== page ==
Title

Increased mRNA expression and protein secretion of interleukin-6 in primary human osteoblasts differentiated in vitro from rheumatoid and osteoarthritic bone

UMMS Affiliation

Department of Cell Biology

Date

5-1-2001

Document Type

Article

Medical Subject Headings

Adult; Aged; Aged, 80 and over; Bone and Bones; Cell Differentiation; Cells, Cultured; Female; Humans; Interleukin-1; Interleukin-6; Lymphotoxin-alpha; Male; Middle Aged; Osteoarthritis; Osteoblasts; RNA, Messenger; Reference Values; Rheumatic Diseases; Tumor Necrosis Factor-alpha; Up-Regulation

Disciplines

Cell Biology

Abstract

We have investigated the expression and synthesis of potential bone-resorbing cytokines, interleukin-6 (IL-6), interleukin-1 (IL-1), and tumor necrosis factor (TNF) in rheumatoid arthritic (RA) and osteoarthritic (OA) bone, two common diseases which are associated with bone loss. Primary human osteoblast (hOB) cultures were established to determine the temporal mRNA expression of IL-6, IL-1 (alpha and beta), and TNF (alpha and beta) in relation to osteoblast growth and phenotypic genes. IL-6 mRNA levels were found to be significantly higher (P < 0.04) in both OA hOB (17 patients) and RA hOB (10 patients) compared to normal (NO) hOB (9 patients) and reached five-fold increases in OA hOB and 13-fold increases in RA hOB. Maximal levels of IL-6 are expressed at Day 21 which corresponds to the mineralization stage reflected by decreasing collagen I (alpha(1)), osteopontin, bone sialoprotein, alkaline phosphatase mRNA levels, while osteocalcin (OC) mRNA levels increased. IL-6 protein levels also were significantly higher (P < 0.05) in OA hOB and RA hOB compared to NO hOB. These increases were not attributable to sex or age of the donor bone. Neither the mRNA encoding IL-1(alpha and beta) and TNF(alpha and beta) nor the related proteins were detectable. These results indicate that differentiated OA hOB and RA hOB within a bone tissue-like matrix constitutively express and secrete high levels of IL-6. This inherent property suggests that these osteoblasts, independent of local inflammatory parameters, can contribute to enhanced recruitment of osteoclast progenitors and thereby bone resorption.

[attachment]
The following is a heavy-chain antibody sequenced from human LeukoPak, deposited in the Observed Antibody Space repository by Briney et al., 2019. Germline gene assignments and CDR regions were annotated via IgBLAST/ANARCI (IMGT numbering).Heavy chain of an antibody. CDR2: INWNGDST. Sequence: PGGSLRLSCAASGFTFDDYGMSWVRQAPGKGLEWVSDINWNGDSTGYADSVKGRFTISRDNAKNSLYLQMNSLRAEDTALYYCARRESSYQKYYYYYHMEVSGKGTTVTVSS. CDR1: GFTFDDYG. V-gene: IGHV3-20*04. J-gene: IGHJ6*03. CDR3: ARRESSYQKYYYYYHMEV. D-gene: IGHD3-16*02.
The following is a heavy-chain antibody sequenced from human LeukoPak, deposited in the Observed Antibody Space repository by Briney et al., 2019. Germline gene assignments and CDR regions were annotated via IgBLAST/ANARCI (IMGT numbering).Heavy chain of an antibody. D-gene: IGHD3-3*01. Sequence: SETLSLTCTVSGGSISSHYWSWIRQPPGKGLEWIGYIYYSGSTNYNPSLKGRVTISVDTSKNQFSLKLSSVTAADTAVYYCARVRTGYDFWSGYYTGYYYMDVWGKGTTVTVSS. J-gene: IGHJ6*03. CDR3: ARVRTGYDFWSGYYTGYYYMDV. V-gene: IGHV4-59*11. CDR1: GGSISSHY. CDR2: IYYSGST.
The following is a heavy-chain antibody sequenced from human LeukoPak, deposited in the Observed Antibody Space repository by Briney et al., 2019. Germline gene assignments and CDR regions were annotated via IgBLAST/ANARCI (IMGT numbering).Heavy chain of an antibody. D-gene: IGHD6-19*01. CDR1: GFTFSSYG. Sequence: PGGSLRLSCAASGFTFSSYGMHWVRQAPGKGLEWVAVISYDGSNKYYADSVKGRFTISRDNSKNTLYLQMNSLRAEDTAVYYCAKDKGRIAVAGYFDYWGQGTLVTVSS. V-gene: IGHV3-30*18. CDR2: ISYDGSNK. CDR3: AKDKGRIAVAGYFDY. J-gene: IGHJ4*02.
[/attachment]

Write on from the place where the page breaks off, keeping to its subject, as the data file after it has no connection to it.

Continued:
Rights and Permissions

Citation: J Cell Biochem. 2001;81(4):666-78.

Related Resources

Link to Article in PubMed